Field Guide to West Virginia
It's been a little while since I posted field notes for the guides, but I've been plugging away at them and have a few stocked up that I'll be posting throughout the week. I've been generally focused on the mid-atlantic and southeast, really for no other reason than it feels satisfying to see completed chunks of the map. I keep going back and forth on whether this project makes sense to try to complete, and there are definitely days when I look at the map and just want to quit, but for whatever reason I keep on keepin' on with it.
So on that note - John Denver wasn't lying about almost heaven West Virginia. It's been too long since I've visited, but through the research for this guide I was instantly brought back to the state's endless depths of green. It's home to an almost unfair number of natural sites and landmarks, including the Monongahela National Forest, the New River Gorge, and the Dolly Sods Wilderness - the highest plateau east of the Mississippi. The biological makeup reflected the habitats provided by the lush, wet forests, as well as the hardiness required for mountain living. On to the fun stuff -
Mountain Chorus Frog - This species has come up a few times in my research because of it unusual dispersal - there's one population in the central Appalachian mountains, and a second in Alabama (a state with an absolutely immense amount of overlooked biodiversity that I'm really looking forward to getting into).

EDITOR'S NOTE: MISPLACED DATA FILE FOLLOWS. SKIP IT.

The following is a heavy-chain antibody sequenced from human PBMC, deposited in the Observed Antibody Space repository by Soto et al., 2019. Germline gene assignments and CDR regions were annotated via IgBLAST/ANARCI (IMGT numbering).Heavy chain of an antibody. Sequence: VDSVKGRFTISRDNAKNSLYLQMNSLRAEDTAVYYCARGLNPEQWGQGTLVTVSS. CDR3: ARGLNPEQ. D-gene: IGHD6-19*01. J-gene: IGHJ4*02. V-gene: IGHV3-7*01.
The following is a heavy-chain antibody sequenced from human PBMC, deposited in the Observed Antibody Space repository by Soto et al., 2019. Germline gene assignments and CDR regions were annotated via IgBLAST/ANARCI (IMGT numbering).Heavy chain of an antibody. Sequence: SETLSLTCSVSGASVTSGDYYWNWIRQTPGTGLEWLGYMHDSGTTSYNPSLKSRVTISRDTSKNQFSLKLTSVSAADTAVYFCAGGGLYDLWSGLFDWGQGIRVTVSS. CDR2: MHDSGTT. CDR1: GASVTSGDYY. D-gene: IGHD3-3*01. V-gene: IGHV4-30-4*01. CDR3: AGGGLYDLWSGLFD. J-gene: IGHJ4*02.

American Ginseng - Sought after to the point of endangerment, ginseng's history as a curative herb goes back thousands of years. Fueled in part by its "man root" shape, there was a belief that plants' shapes relational to the human form gave insight to their medicinal benefits. The older the root, the more convoluted and human-like the form becomes.
Timber Rattlesnake - Also known as the Canebrake Rattler, it's the state reptile, was a common revolutionary war symbol, and happens to be the species on the Gadsden Flag. Listed as endangered in multiple east coast states, the Canebrake suffers from the same threats of extermination as so many other snakes. Wandering sidebar: Look - I hate snakes more than anybody (sorry to my herpophiles), but if you find one, please just let them be. They're important parts of the ecosystem, help control rodent populations, and - like everything else I've covered in this project - their presence serves a purpose.
So that's it for West Virginia, I've also completed Georgia, Texas, and South Carolina, and am currently working on Pennsylvania. The pace for these is going to pick up a bit in the coming weeks, so if you have requests for your state let me know!